I am in Guatemala!
“I don’t think I have ever smiled so much and spoken so little,” my friend, Susie said today. I guess that’s what happens when you dive into playing with children of an orphanage in a land of a foreign tongue. Jen, a Michigan soccer mom friend of mine extended her heart beyond imagination all the way to children in Guatemala. She has visited Dorie’s Promise, a private orphanage in Guatemala City, many times, and invited Susie, Tracey and me to go to the land for our hearts to grow. Forever Changed International is a charity which not only supports the orphanage, but also aids the poverty-stricken within Guatemala City.
Today was our first full day, and many apprehensions were cleared, while the chains of our hearts loosened. We are staying in an adjoining house that sleeps 20. We are with other Americans from Oregon, New York, New Jersey, Michigan, and California.
First thing this morning was church. After boarding a hired bus, about 20 of the 39 orphans came onto the bus and jumped onto our laps, clearly familiar with how the “volunteer team” works. The Holy Spirit transcended any language barriers in the 8am church service, as His name lifted the roof of worship for my English ears in a Spanish world.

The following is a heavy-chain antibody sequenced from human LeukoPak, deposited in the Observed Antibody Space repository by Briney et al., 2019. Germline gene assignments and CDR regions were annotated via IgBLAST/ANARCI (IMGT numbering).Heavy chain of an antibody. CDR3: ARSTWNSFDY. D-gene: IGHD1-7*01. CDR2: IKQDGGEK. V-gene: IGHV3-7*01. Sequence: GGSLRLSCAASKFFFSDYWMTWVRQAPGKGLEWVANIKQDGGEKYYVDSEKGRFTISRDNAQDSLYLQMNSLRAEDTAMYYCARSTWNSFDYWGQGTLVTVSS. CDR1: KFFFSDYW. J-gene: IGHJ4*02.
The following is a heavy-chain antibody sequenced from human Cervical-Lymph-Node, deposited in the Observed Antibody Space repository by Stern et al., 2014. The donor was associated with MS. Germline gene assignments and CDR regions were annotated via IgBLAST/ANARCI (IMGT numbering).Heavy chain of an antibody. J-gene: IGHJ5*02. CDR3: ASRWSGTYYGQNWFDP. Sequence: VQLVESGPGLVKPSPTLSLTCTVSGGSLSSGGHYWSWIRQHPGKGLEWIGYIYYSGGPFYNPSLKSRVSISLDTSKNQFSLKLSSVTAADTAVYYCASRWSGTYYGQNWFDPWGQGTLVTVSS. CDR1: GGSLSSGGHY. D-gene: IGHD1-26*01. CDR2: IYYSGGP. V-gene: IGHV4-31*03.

Afterward, we took the orphans to the park where the laugh of a 3-yr-old child (whom I was teasing with tickling on the swing) was a universal language. Those children went back to their house, which runs like a never-ending daycare; except it runs 24 hours-a-day, 7 days-a-week and is so much more permanent now that international adoption is closed.
Next, our team of volunteers left the grounds to go to one of the many ghettos in Guatemala City. As we drove, Joel, the angel who works for Forever Changed International (FCI), and hosts and translates for us for the week, explained that ghettos begin when a group of a hundred just sets up a camp on city property. The sheer numbers prevent authorities from removing them. “They begin with 100, and some cardboard homes,” Joel continued, pointing to a relatively new cardboard ghetto as we drove past. “Over time, the people add more and more, and eventually end up with something like the ghetto we will visit today.”
When the bus finally stopped at the appointed place, we were immediately surrounded by children, so excited to see the “gringos” (slang for white people) bringing gifts. I began to wish they would not think it was the color of my skin that was the giver, but the God whom I worship who was giving them gifts.
Jen handed me stickers she had brought from the states, and I began giving them to the children, while she handed other gifts. We walked through the streets, followed by a crowd who loved “the day the gringos come” (first Sunday of the month for this particular location). We carried stuffed animals, food baskets and two piñatas to end our day with a party. I overheard Tracey ask Joel, “How do you say, ‘God loves you’ in Spanish?”
Perfect! I thought. I can tell these children God loves them, while I hand out stickers.
I continued handing out stickers. “Que dios te bendiga! [God bless you!]” I said as I pressed a sticker onto each hand and looked deeply into their eyes.